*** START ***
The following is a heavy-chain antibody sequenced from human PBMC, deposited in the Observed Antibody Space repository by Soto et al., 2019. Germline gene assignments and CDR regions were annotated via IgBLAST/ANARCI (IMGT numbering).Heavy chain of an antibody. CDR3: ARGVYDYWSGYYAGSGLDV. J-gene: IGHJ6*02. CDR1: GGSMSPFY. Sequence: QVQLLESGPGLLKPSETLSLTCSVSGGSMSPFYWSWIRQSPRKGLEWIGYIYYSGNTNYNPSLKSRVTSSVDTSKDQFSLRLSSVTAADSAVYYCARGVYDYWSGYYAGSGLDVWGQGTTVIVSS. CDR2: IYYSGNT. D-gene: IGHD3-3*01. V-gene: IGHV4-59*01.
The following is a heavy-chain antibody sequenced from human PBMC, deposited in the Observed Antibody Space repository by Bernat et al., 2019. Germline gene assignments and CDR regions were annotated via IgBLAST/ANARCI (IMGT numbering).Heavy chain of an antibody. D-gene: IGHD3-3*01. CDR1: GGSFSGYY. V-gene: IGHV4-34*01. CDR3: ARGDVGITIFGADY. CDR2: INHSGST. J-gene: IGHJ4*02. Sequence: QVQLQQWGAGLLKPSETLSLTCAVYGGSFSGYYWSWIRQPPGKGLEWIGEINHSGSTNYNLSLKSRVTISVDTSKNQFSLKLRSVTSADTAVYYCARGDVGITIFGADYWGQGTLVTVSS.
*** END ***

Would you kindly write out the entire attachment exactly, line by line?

The following is a heavy-chain antibody sequenced from human PBMC, deposited in the Observed Antibody Space repository by Soto et al., 2019. Germline gene assignments and CDR regions were annotated via IgBLAST/ANARCI (IMGT numbering).Heavy chain of an antibody. CDR3: ARGVYDYWSGYYAGSGLDV. J-gene: IGHJ6*02. CDR1: GGSMSPFY. Sequence: QVQLLESGPGLLKPSETLSLTCSVSGGSMSPFYWSWIRQSPRKGLEWIGYIYYSGNTNYNPSLKSRVTSSVDTSKDQFSLRLSSVTAADSAVYYCARGVYDYWSGYYAGSGLDVWGQGTTVIVSS. CDR2: IYYSGNT. D-gene: IGHD3-3*01. V-gene: IGHV4-59*01.
The following is a heavy-chain antibody sequenced from human PBMC, deposited in the Observed Antibody Space repository by Bernat et al., 2019. Germline gene assignments and CDR regions were annotated via IgBLAST/ANARCI (IMGT numbering).Heavy chain of an antibody. D-gene: IGHD3-3*01. CDR1: GGSFSGYY. V-gene: IGHV4-34*01. CDR3: ARGDVGITIFGADY. CDR2: INHSGST. J-gene: IGHJ4*02. Sequence: QVQLQQWGAGLLKPSETLSLTCAVYGGSFSGYYWSWIRQPPGKGLEWIGEINHSGSTNYNLSLKSRVTISVDTSKNQFSLKLRSVTSADTAVYYCARGDVGITIFGADYWGQGTLVTVSS.